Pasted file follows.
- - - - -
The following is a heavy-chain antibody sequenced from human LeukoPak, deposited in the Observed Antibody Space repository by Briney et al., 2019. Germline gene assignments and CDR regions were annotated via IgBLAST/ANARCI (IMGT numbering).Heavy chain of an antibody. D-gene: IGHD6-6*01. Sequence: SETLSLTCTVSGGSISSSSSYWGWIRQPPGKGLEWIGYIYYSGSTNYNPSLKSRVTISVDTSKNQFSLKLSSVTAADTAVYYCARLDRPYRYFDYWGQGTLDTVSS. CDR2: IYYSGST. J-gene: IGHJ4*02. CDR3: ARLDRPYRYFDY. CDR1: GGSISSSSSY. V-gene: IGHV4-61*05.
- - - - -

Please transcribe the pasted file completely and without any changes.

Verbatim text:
The following is a heavy-chain antibody sequenced from human LeukoPak, deposited in the Observed Antibody Space repository by Briney et al., 2019. Germline gene assignments and CDR regions were annotated via IgBLAST/ANARCI (IMGT numbering).Heavy chain of an antibody. D-gene: IGHD6-6*01. Sequence: SETLSLTCTVSGGSISSSSSYWGWIRQPPGKGLEWIGYIYYSGSTNYNPSLKSRVTISVDTSKNQFSLKLSSVTAADTAVYYCARLDRPYRYFDYWGQGTLDTVSS. CDR2: IYYSGST. J-gene: IGHJ4*02. CDR3: ARLDRPYRYFDY. CDR1: GGSISSSSSY. V-gene: IGHV4-61*05.